Goodman, Bob. 2006. “Are We Accelerating or Hindering Movements to Christ?” Mission Frontiers 28(5):8-13.
Gray, Andrea, Leith Gray, Bob Fish, and Michael Baker. 2010. “Networks of Redemption: A Preliminary Statistical Analysis of Fruitfulness in Transformational and Attractional Approaches.” International Journal of Frontier Missiology 27(2):89-95.
Grudem, Wayne. 1994. Systematic Theology. Grand Rapids, Mich.: Zondervan.
Lewis, Rebecca. 2007. “Promoting Movements to Christ within Natural Communities.” International Journal of Frontier Missiology 24(2):75-76.
Meador, Donald. 2006. “The Concepts of the Church in the New Testament.” Accessed March 27, 2010 from rockymeadow.net/wp-content/2009/12/New_Testament_Concepts_of_Church.pdf.
Mohler, R. Albert Jr. 1998. “Church Discipline: The Missing Mark.” In The Compromised Church: The Present Evangelical Crisis. Ed. John H. Armstrong, 171-187. Wheaton, Ill.: Crossway Books. Accessed December 23, 2010 from www.the-highway.com/discipline_Mohler.html.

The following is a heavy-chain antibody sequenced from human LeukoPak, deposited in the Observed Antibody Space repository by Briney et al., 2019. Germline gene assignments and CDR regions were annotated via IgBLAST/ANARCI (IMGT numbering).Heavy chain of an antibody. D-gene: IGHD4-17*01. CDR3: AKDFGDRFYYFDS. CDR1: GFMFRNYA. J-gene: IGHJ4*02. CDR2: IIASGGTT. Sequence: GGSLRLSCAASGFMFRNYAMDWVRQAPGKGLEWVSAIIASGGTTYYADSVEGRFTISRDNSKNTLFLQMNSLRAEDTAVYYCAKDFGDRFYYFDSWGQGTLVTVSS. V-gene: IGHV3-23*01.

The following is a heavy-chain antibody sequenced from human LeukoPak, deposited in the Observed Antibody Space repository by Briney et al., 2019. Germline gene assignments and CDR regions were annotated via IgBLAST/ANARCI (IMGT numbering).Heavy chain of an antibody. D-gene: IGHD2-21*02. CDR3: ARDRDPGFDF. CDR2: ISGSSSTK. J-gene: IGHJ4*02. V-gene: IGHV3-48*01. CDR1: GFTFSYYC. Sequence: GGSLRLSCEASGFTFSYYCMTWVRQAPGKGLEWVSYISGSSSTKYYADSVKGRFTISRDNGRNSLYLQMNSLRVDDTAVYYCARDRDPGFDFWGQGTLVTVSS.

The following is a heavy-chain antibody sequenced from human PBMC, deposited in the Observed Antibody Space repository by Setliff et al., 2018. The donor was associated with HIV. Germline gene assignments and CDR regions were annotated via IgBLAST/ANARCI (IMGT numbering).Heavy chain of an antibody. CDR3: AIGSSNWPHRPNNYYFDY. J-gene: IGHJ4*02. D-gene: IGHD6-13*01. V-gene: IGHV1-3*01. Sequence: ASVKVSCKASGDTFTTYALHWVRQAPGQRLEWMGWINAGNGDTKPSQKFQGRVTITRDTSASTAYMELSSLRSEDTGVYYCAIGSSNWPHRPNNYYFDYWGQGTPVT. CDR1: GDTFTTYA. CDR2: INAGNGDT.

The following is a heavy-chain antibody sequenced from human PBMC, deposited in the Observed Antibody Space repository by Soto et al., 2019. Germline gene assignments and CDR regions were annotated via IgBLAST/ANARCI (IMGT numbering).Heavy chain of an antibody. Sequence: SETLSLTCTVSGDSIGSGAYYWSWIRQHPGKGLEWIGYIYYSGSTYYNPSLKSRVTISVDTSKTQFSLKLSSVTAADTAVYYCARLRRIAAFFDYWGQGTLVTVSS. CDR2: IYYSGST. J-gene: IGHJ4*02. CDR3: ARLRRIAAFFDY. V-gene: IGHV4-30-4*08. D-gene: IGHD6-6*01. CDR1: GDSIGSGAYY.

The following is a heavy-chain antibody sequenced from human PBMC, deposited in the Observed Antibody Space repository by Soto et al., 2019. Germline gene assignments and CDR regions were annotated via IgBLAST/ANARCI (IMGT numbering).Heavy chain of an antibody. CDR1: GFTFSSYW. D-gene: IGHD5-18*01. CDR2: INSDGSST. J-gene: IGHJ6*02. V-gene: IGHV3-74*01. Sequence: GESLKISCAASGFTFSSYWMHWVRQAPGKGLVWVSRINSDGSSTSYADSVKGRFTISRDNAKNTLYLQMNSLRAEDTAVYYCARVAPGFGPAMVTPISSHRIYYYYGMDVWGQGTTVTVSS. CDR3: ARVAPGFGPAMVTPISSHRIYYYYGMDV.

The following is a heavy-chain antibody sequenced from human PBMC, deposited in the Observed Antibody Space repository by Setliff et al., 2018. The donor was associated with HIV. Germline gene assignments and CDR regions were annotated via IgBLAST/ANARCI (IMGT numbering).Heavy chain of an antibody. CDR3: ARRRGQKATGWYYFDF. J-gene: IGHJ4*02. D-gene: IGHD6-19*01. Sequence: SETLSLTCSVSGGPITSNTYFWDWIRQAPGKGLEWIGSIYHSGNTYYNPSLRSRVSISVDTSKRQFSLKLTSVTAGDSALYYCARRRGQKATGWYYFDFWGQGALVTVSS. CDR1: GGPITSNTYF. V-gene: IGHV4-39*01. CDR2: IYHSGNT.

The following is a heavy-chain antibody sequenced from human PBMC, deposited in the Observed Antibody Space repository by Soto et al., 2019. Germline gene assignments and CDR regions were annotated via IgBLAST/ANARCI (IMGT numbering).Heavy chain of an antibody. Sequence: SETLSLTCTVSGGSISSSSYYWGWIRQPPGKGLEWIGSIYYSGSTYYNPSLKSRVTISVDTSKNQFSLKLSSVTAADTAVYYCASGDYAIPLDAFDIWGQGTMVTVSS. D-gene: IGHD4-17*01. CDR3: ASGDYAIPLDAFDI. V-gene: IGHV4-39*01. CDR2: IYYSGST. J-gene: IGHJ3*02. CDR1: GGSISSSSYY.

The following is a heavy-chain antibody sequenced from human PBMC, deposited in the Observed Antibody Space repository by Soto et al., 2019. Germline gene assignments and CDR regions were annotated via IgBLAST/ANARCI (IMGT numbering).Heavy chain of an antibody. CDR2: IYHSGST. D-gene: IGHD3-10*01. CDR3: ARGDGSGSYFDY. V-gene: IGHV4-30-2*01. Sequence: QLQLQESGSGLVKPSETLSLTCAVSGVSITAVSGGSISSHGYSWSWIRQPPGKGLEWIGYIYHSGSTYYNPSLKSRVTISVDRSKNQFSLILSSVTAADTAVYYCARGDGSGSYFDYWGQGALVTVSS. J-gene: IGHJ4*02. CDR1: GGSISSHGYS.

Parks, Stan and S. P. Steinhaus. 2010. Lesson 8, Pioneers CPM Training Materials, January version. Not for public distribution.
Patterson, George and Richard Scoggins. 2003. Church Multiplication Guide, Rev. ed. Pasadena, Calif.: William Carey Library.
Patterson, George. 2010. “The Spontaneous Multiplication of Churches.” Accessed May 4, 2010 from mentorandmultiply.homestead.com/30_multiply.html.
Sinclair, Daniel. 2005. A Vision of the Possible. Waynesboro, Ga.: Authentic.
Viola, Frank. 2009. “Frank Viola on the Postchurch Perspective.” Out of Ur. Accessed Jan 10, 2011 from www.outofur.com/archives/2009/08/frank_viola_on.html.
Watson, David. 2009. “When Is a Church a Church?” December 3. Accessed March 27, 2010 from www.davidlwatson.org/2009/12/03/when-is-a-church-a-church.
L. D. Waterman (pseudonym) oversees church planting teams with Pioneers. He has worked among Muslims in Southeast Asia for the past sixteen years. He holds an MDiv from Trinity Evangelical Divinity School.
EMQ Oct 2011, Vol. 47, No. 4, pp. 460-467. Copyright © 2011 Evangelism and Missions Information Service (EMIS). All rights reserved. Not to be reproduced or copied in any form without written permission from EMQ. For Reprint Permissions beyond personal use please visit our STORE (here).